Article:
it's really cool that i can find pretty much any, every book i've ever heard of on libgen or zlibrary, download and read it on a tablet. 350+ downloads later, however, i must embrace the reality: i am incapable of reading on a tablet. i don't think i've ever finished an ebook, and i've been trying all year. it's maybe worth struggling through for the academic texts that i can't find at the library, but i must embrace my limits.

thankfully, C and i finally found time to make it to the nearest public library last month, and one of the books they picked out for me was There's No Such Thing as an Easy Job by Kikuko Tsumura.

over several days' worth of commutes and couch time i finished my first book of 2022! and i enjoyed it okay. a set of comfortingly mundane short stories about a woman who drifts between niche jobs, each presenting its own set of dilemmas and strange (not quite supernatural) occurrences. the narrator constantly weighs the aspects of each new job, its merits and idiosyncrasies, always unsure whether she should stay on or move on. being so focused on the mundane, the book stayed within a kind of narrow range in terms of emotions and ideas. i thought it was a pleasant read, but not one i'll be thinking about much. the spacing and font were pretty big, which i appreciated for readability.

pretty soon afterward, i started a new book--also one C recommended, since they'd just borrowed and finished it: Search History, by Eugene Lim. a short book, but very emotionally and philosophically dense. i really liked it! it's uneven, but the better parts really shine. i remember, at 16 or 17 i read Cat's Cradle by Kurt Vonnegut, and i remember finishing that book and holding it to my chest, feeling like my world had been rearranged. i haven't read his books in years, but i'm not as uncritically enamored of them as i was able to be in high school. still, i think the sections of search history that resonated most were ones where i felt echoes of vonnegut: the way grief and longing are buried in a narrative about chasing a robotic dog--in general, the way sci-fi mediates here in a way that's wry and heartbreaking. comparisons aside, i found much of the novel, from its formal playfulness to its meditations on death and art, fresh and moving and compelling. i wasn't as moved or convinced by some of the musings on asian-american politics, or some sections, some formal gestures that felt less vital to the work as a whole. if not for them i'd love this book more wholeheartedly. i appreciate works that embrace disjunction, fragmentedness; i think search history sometimes loses the thread a bit in the middle (maybe somewhere around 3rd quarter?). but i was drawn in by that breathless beginning and when the ending came i was satisfied.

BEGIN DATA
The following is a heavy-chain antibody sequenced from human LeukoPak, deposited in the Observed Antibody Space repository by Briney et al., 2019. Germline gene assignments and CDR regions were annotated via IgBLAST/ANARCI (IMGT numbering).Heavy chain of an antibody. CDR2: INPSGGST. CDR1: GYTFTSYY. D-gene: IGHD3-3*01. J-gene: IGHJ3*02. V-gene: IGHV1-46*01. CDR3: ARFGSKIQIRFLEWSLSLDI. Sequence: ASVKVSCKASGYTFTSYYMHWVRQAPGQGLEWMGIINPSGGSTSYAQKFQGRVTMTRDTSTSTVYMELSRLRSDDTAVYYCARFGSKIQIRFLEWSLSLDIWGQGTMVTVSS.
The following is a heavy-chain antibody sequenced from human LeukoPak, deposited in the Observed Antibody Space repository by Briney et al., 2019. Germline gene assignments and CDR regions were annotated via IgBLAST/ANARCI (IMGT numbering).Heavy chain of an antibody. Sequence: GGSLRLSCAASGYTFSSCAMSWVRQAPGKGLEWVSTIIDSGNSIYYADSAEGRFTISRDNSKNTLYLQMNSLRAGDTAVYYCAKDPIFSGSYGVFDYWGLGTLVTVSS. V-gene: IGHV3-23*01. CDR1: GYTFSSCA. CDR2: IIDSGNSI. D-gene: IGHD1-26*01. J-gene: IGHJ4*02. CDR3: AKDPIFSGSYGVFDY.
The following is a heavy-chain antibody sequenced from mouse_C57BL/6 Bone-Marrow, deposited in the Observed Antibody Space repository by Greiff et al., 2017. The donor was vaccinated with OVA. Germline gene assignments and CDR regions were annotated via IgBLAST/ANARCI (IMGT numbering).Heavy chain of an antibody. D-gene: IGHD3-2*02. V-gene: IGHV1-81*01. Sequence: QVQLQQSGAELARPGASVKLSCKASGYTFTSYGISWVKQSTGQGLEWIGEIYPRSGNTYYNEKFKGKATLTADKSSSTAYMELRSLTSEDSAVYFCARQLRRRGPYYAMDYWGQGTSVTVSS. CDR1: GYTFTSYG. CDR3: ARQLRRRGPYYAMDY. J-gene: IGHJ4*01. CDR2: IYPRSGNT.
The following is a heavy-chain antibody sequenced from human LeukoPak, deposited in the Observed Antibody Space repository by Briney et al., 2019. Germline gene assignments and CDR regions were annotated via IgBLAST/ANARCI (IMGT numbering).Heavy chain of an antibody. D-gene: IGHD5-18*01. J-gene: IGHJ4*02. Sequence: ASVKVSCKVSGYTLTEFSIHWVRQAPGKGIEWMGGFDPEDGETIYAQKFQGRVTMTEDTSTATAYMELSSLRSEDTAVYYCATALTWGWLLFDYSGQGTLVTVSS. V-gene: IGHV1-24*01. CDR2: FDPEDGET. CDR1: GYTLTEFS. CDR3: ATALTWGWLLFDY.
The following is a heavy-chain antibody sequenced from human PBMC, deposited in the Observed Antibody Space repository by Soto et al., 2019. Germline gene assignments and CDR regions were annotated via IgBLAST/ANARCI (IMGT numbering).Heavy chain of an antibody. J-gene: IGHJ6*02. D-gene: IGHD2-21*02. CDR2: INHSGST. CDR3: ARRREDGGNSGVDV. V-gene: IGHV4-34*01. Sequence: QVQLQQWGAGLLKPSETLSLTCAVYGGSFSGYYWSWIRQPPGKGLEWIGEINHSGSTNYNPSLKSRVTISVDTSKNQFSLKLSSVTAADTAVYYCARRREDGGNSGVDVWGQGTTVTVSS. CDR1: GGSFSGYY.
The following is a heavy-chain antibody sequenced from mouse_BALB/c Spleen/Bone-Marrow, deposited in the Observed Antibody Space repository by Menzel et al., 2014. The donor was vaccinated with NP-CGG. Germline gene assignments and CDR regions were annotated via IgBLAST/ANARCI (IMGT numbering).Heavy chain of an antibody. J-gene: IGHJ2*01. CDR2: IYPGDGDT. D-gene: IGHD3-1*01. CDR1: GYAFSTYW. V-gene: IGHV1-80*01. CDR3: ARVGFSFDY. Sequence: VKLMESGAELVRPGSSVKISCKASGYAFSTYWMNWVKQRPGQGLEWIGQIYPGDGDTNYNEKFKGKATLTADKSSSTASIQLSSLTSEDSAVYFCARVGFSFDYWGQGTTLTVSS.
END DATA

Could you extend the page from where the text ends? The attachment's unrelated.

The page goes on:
two books!

the nice thing about getting back into reading is having finally built up a sense of momentum. my next book was going to be The Maze of Transparencies by Karen An-Hwei Lee, but for some reason i jumped into The Factory by Hiroko Oyamada instead. 40 pages in.

thanks for reading!

i've been thinking recently about whether i want to try to cultivate more of a presence online. it's hard to build a habit of blogging (and putting things out in general). but i do appreciate reading other people's blogs; i like knowing what friends and acquaintances are up to, especially when we don't talk one-on-one. it's important to be able to share (and hear) some of the things you've been thinking about and feeling in a space outside of the flow of everyday conversation... ← me hyping myself up for future blog posts.

well, that's all for now. take care, reader.